As I mentioned, the lava tube is connected to the ocean by an underwater section, so as the waves/tides roll in/out an enormously powerful suction is created. This causes an intense current within the swimming hole that changes direction rapidly every minute or so. There are ropes strung across the main section, and then one that you can pull yourself along to go through the tunnel. There is just enough of a threat in the idea of getting sucked into the underwater tube to get your adrenaline pumping, and this combined with the acrobatic potential of an underwater rope and a conveniently placed submerged rock results in some amazing playfulness, even in adults. By this time we had bonded with our fellow tourists and were ready to join together in all kinds of shenanigans and comfortable laughing with/at each other. This last bit was important, as we tested the limits of how far we could stray from the rope, how high we could balance on the rock, or which body parts we could link to the rope before the indomitable water inevitably returned us to our tightfisted grip on the lifeline. I think we all felt that we could do it forever and never get bored, but also realized fairly quickly that it was fatigue, not boredom, that would limit our adventures. What a workout! Walter again led the way in jumping from crazy heights (the exhilarating of the jump replaced immediately by the driving need to find the rope as soon as you hit the water), and then after that, we retreated to the car, exhausted but satisfied. Both of our young tour guides collapsed into the front seat in exhaustion, and were fast asleep by the time we got back to the fales. They’d made us laugh all day and shown us a truly amazing adventurous side to Samoa, and they deserved their rest.
The combination of adorable and entertaining guides, incredible sights, fantastic company, and invigorating adventure made this a day we will never forget!

Birds and Campy, New Zealand edition

Campylobacter jejuni, a leading cause of gastroenteritis worldwide, has been frequently isolated from recreational rivers and streams in New Zealand, yet the public health significance of this is unknown.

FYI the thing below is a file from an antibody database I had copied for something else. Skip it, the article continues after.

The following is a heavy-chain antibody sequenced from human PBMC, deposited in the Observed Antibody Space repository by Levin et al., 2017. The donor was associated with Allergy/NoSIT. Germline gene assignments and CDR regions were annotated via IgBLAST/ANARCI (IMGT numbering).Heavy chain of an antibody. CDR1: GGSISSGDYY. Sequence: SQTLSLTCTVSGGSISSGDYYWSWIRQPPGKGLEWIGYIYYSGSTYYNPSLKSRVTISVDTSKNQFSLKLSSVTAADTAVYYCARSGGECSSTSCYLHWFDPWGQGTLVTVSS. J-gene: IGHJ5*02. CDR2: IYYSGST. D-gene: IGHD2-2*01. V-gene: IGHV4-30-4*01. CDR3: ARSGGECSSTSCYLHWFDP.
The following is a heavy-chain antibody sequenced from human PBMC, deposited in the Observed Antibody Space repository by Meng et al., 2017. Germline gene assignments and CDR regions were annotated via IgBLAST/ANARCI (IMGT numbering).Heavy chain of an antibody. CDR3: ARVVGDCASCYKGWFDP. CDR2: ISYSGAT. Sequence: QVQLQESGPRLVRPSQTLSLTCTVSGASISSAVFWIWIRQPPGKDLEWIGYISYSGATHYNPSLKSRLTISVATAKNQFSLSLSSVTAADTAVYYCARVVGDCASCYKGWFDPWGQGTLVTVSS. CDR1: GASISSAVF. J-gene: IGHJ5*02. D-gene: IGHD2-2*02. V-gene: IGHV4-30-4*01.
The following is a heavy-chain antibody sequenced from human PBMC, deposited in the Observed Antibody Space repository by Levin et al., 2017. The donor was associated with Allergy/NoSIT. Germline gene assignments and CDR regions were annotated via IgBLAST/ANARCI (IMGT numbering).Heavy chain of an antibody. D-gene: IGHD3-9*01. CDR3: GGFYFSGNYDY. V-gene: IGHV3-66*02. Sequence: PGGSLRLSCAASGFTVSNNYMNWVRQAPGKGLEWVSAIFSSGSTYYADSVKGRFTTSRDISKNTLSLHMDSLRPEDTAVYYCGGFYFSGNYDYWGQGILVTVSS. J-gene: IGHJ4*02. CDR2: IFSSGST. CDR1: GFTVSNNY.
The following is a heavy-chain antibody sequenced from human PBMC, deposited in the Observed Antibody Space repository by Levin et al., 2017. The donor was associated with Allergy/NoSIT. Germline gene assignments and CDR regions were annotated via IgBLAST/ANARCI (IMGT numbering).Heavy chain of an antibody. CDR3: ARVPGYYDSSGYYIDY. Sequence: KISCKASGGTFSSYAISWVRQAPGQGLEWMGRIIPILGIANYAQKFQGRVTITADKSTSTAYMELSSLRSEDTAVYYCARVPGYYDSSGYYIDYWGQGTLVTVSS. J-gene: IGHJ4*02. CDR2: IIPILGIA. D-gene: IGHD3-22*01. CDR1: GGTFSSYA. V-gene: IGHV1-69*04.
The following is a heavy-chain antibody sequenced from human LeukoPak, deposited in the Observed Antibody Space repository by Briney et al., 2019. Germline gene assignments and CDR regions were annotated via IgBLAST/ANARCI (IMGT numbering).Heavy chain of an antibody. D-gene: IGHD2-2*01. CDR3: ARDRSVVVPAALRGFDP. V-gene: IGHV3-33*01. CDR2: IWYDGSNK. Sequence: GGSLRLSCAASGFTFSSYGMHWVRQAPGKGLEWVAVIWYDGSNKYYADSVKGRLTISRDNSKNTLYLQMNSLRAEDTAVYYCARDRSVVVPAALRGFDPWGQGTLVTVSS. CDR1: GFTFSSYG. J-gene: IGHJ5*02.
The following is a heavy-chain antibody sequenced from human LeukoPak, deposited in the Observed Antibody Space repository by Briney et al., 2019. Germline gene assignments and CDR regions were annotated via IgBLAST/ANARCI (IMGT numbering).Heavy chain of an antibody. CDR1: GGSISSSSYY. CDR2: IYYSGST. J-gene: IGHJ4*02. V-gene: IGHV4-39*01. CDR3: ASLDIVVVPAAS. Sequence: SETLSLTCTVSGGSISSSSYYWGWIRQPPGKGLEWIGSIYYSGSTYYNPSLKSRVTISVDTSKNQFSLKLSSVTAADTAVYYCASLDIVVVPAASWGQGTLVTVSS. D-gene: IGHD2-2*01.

This study uses molecular tools to improve our understanding of the epidemiology and sources of Campylobacter in recreational waterways, with a view to preventing human infection.

Epidemiological and microbiological data were collected between 2005 and 2009 from six high-use recreational waterways in the Manawatu-Wanganui region of the North Island. Campylobacter spp. and C. jejuni were isolated from 33.2% and 20.4% of 509 samples, respectively. Isolation of Campylobacter was observed in both low and high river flows. After adjusting for the confounding effects of river flow, there was a significantly higher likelihood of isolating Campylobacter in the winter month of June compared to January. A high diversity of C. jejuni multilocus sequence types was seen, with the most commonly isolated being the water rail-associated ST-2381 (19/91 isolates [20.9%]), ST-1225 (8/91 isolates [8.8%]), and ST-45 (6/91 isolates [6.6%]). The ST-2381 was found in all rivers, while the most commonly isolated ST from human cases in New Zealand, the poultry-associated strain ST-474, was isolated only in one river.

Although the majority of Campylobacter sequence types identified in river water were strains associated with wild birds that are rarely associated with human disease, poultry and ruminant-associated Campylobacter strains that are found in human infection were also identified and could present a public health risk.